Tag Archives: Crazy Ex-Girlfriend

The SF Bluestocking 2016 Fall Watchlist

After a summer of not watching much at all–though I did finally check out Stranger Things–I feel like September has really just crept up on me. I realized yesterday that I’d been unaware of the premiere date for Son of Zorn, one of the few new shows that I’m even moderately interested in this year, and that’s when I sat down to work out what I’m going to be watching this fall. Sadly, some of my favorite shows (notably The Expanse and iZombie) won’t be back until 2017, and the same goes for the new shows (American GodsPowerlessStar Trek: Discovery) that I’m most excited to see. So, this fall definitely is a season of slim pickings. Still there are a few things I’ll be following.

Son of Zorn
September 11 on Fox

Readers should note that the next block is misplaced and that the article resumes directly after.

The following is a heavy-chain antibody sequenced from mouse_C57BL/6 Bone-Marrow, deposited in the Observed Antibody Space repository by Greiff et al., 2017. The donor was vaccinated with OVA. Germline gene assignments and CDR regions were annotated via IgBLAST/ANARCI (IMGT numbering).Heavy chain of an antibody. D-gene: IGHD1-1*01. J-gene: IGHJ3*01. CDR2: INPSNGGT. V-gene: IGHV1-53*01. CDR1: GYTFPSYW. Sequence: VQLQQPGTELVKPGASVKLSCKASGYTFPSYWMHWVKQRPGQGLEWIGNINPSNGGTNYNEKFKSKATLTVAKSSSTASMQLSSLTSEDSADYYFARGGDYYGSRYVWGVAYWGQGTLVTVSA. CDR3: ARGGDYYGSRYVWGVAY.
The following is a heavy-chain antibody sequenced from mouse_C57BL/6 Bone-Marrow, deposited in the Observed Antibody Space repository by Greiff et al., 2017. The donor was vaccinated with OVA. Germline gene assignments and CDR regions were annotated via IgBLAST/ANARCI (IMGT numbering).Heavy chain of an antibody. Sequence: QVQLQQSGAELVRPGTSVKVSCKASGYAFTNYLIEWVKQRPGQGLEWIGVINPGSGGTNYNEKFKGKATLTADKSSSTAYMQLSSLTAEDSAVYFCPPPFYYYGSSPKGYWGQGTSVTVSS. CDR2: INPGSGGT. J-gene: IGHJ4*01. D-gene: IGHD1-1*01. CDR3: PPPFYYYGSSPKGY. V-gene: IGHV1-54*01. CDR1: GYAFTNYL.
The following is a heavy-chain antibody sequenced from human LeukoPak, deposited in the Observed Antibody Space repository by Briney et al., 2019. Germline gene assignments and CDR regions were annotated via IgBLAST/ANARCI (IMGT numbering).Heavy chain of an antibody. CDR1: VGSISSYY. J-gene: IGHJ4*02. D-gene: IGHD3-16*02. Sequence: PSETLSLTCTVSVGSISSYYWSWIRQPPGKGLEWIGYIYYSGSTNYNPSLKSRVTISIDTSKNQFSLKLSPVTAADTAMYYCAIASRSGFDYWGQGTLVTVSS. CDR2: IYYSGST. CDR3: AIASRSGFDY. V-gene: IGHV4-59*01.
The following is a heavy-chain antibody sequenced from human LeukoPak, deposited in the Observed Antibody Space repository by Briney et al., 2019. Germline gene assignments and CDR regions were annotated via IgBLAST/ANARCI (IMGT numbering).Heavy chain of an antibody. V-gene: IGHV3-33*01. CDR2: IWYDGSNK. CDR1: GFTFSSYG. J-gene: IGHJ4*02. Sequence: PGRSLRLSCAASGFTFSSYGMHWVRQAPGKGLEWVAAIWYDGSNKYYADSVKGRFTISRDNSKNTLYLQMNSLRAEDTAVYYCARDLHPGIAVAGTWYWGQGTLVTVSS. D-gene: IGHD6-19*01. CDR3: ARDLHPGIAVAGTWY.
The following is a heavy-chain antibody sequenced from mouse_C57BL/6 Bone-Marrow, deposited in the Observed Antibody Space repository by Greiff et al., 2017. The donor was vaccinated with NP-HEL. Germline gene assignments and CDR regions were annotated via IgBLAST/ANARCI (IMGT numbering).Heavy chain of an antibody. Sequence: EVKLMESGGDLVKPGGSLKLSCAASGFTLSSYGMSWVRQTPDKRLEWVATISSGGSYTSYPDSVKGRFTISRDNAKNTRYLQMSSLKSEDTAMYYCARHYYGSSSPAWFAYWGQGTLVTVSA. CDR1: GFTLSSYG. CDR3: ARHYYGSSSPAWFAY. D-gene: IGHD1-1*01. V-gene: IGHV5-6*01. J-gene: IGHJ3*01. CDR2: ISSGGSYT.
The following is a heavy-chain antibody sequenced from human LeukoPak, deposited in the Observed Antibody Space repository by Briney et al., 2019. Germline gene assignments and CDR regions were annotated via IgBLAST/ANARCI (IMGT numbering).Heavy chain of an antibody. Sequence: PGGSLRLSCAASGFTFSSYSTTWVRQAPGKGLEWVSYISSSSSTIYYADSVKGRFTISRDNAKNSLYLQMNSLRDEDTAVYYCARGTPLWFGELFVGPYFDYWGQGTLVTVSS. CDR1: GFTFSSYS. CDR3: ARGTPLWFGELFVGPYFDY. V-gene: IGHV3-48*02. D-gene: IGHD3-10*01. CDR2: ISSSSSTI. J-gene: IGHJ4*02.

I don’t have super high hopes for this show (in fact, I’m somewhat confused about how this one got greenlit in the first place), but it’s got several people involved in it who I really like. The pilot was watchable and moderately amusing, but it was dedicated almost entirely to basic character introductions and setting up its frankly silly premise. Tim Meadows pulls his weight, but Artemis Pebdani is the real highlight of the pilot as Zorn’s new boss, Linda. The rest of the cast is fine, and I really love Jason Sudeikis, but I’m just not sure this show is going to work. I’m here for it, though, at least for a few more episodes. I expect this one to either sink or swim quickly.

Lucifer Season 2
September 19 on Fox